In India in consideration of wage policy, it has been noticed that male and female migrant workers get lower wages than minimum wages. They do not get the minimum, wages set forth under the minimum wages Act, 1948. Prolonged and flexible working hours, combined with low wages are outlined in the case of most seasonally migrant workers in India. At the same time female migrant workers paid lower than male workers at certain process. Here the principle of equal pay for equal work is not considered for the fixation of wage rates for contract basis male and female seasonal migrant workers as per the Equal Remuneration Act of 1976.

It has been noticed that migrant workers are not informed of their rights or labour rights,
Such as the right to equality, right to secure work, right to form an association, a living wage and a decent standard of life, right to freedom, security scheme, health, cultural and educational rights etc. There are various unorganized sectors. The workers in such sectors are victim of these issues.

Social security for migrant labour:-

The International Labour Organization is constitutionally bound to encourage social security programs and measures impart basic income to all in essential of protection. Social security systems provide nine types of sake as defined in the social security convention, 1952(102) namely, medical care, sickness and maternity, family benefits, employment injury, invalidity and survivor’s benefits, unemployment benefits, old age benefits etc. India is a founder member of the ILO. India has ratified 39 of the 182 conventions; however, it has not ratified the conventions connecting to two subjects. Freedom of organization and collective bargaining. It has been noticed that the employees have not fundamental, statutory and moral or equitable right to strike in the country.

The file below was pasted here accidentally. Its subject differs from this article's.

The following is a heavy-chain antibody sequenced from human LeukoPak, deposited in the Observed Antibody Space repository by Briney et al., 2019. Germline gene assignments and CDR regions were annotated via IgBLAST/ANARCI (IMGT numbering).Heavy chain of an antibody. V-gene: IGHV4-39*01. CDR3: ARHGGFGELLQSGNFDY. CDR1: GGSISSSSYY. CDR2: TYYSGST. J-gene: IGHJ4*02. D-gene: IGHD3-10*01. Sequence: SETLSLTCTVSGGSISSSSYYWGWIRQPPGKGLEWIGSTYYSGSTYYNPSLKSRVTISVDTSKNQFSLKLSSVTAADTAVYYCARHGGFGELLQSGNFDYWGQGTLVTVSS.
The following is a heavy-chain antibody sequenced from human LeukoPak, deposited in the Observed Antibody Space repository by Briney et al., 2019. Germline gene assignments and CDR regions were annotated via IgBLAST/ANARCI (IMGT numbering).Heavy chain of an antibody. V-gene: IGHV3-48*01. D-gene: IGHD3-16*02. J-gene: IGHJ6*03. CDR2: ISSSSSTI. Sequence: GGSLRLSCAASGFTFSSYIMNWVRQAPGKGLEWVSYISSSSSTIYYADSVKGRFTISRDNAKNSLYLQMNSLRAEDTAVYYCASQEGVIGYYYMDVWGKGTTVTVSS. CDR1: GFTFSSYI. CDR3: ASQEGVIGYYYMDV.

The fact is, any citizen of the country should have the right to communicate his grievances. It is his fundamental right. It has been noticed that only the workers organized under the trade unions have the right to express injustice and to fight for rights. But what about the workers in the unorganized sector, workers who are not organized under any trade unions? Unquestionably, they belong to the lower strata of the society in correspondence to the organized workers. Who will protect the interests of the unorganized workers? Like migrant workers and contract based workers in different industries. Today, migrant workers as well as unorganized employees are fighting for labour rights and labour standards. There are various problems of migrant workers like the termination of contract labour system, execution of the provisions of the labour laws, an eight hours working day, payment of minimum of wages, social security schemes and insurance, labour welfare amenities. National Commission on Labour report found disparity in wage and working conditions.

Migrant workers, who are not regulated by any trade unions and their labour standards, aren’t protected by the government as well as trade unions. These migrant workers are illiterate, uneducated, and may belong to backward community. They do not get minimum wages stipulated under the Minimumwages Act. Today, the real issue is how to extend human rights to all parts of the labour market.

After independence, India has been embracing various labour policies and laws in order to improve working conditions of migrants. Its implementation is not completely effective. Therefore, migrant workers and workers in the unorganized sector are fighting for their labour rights and to implement the allocation of various labour laws as per International labour standards.